70% Of German Bonds Are No Longer Eligible For ECB Purchases

Back in April of 2015, we warned that the biggest risk facing the ECB is running out of eligible securities which the central bank can monetize. Draghi's recent launch of the CSPP, in which the ECB has been buying not only investment grade but also junk bonds, is an indirect confirmation of that. A direct one comes courtesy of a Bloomberg calculation according to which following a seventh straight week of gains in German bunds, the yields on securities of all maturities has plunged to unprecedented lows, which has left about $801 billion of debt out of the statutory reach of the European Central Bank.

As noted earlier, there is now $13 trillion of global negative-yielding debt. That compares with $11 trillion before the Brexit vote. The surge in sovereign debt since Britain’s vote to exit the European Union last month has pushed yields on about 70% of the securities in the $1.1-trillion Bloomberg Germany Sovereign Bond Index below the ECB’s -0.4% deposit rate, making them ineligible for the institution’s quantitative-easing program. For the euro area as a whole, the total rises to almost $2 trillion.


As Bloomberg adds, following a rush for safety and a scramble for capital appreciation ahead of more ECB debt purchases, the yield on German 10-year bunds to a record-low, and those on securities due in up to 15 years below zero, even though - paradoxically - the rush to buy these bonds has made them no longer eligible for direct ECB purchases as they now have a yield lower than the ECB's deposit rate threshold. 

Or rather, they are ineligible for the time being.

As a result, the rally has boosted the same concerns we warned about for the first time in the summer of 2014, namely that the ECB’s Public Sector Purchase Programme could run into scarcity problems well before its completion date of March 2017, prompting speculation policy makers may tweak their plan.

ECB's QE began in March 2015 and was initially due to run until September 2016, before being extended by six months earlier this year. Apart from the deposit-rate floor, there are limits on how much the central banks may own of each bond, and each nation’s overall debt, while purchases must also be carried out in line with the ECB’s capital key, which is roughly in proportion to the relative size of each euro-area economy. That means Germany must back up the biggest proportion of purchases, even as the stock of eligible securities gets ever smaller.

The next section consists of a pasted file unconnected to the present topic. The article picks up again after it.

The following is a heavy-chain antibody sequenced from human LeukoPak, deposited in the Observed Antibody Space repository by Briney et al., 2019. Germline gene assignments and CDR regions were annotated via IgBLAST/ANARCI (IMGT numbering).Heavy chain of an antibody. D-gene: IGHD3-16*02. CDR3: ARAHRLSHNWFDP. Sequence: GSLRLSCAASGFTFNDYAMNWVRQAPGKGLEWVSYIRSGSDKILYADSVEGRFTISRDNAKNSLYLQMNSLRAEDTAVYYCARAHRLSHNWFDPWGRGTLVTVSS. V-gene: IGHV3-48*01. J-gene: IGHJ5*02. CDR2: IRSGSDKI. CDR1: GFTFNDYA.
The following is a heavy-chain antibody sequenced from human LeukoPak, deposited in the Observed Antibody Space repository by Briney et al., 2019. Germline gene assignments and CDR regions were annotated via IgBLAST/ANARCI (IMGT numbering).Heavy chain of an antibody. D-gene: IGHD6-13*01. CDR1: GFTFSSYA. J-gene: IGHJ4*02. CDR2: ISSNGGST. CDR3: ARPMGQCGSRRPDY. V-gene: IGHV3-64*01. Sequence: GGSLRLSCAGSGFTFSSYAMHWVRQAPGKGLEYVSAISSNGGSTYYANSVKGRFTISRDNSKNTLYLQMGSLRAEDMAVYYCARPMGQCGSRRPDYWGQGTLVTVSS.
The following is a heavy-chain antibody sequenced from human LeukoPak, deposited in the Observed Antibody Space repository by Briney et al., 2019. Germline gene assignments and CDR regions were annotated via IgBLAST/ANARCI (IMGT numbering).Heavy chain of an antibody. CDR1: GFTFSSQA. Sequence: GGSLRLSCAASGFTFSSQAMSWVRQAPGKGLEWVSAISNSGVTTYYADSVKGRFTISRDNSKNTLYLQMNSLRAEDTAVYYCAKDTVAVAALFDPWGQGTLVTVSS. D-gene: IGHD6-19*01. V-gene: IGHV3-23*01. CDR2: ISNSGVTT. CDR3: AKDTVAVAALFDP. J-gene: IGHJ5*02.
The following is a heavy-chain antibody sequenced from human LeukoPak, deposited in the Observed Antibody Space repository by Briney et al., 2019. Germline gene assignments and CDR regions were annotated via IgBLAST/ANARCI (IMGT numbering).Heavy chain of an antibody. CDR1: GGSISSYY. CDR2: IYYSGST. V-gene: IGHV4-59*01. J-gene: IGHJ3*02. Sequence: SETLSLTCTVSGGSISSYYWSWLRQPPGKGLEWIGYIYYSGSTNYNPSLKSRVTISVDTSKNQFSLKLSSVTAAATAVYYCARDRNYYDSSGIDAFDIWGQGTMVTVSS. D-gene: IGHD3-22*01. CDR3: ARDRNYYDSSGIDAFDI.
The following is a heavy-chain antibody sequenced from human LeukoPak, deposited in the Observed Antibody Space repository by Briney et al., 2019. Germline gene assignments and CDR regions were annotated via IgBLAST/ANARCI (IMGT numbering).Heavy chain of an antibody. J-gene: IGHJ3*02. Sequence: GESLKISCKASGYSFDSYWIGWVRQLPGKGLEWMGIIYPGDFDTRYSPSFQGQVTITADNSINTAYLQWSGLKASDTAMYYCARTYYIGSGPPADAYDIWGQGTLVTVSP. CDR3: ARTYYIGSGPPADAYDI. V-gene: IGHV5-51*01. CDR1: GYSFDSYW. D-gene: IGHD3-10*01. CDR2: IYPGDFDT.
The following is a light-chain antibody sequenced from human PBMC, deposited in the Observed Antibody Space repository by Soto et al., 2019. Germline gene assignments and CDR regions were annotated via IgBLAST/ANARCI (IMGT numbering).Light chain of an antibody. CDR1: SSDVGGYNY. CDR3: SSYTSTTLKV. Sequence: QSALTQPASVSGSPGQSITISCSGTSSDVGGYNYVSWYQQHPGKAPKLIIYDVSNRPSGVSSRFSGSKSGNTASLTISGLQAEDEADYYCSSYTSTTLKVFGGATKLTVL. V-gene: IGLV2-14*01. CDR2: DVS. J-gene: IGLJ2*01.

The ECB's implicit admission of an apriori failure came in March of this year when the ECB had no choice but to expand its bond buying program to corporates, unleashing an unprecedented central bank intervention in corporate securities, in the process directly manipulating the corporate bond market.

Central-bank officials acknowledged the concerns that its asset-purchase program could face implementation challenges over time, an account of the June 2 Governing Council meeting published on Thursday showed. Officials next set policy on July 21.

Meanwhile, the frontrunning of the ECB continues: German bunds have returned 6.9 percent since the start of the year, according to Bloomberg World Bond Indexes. That’s beaten a 5.2 percent gain in Spanish bonds, and 3.6 percent return in Italy’s - two nations likely to be among the biggest beneficiaries of any move to loosen QE rules.

That said, it is only a matter of time before the ECB moves the goalposts again. Recall just a week ago Bloomberg reported that the European central bank was about to fold:


A Reuters report refuted this news the day after, but the trial balloon for the market reasponse was already in place. We expect that during the next ECB meeting Draghi will announce changes to existing ECB policy and do away with the deposit rate floor entirely, or in combination with the elimination of the ECB's capital key.

After all, the ECB will not rest before it is the proud owner of all European sovereign and corporate debt.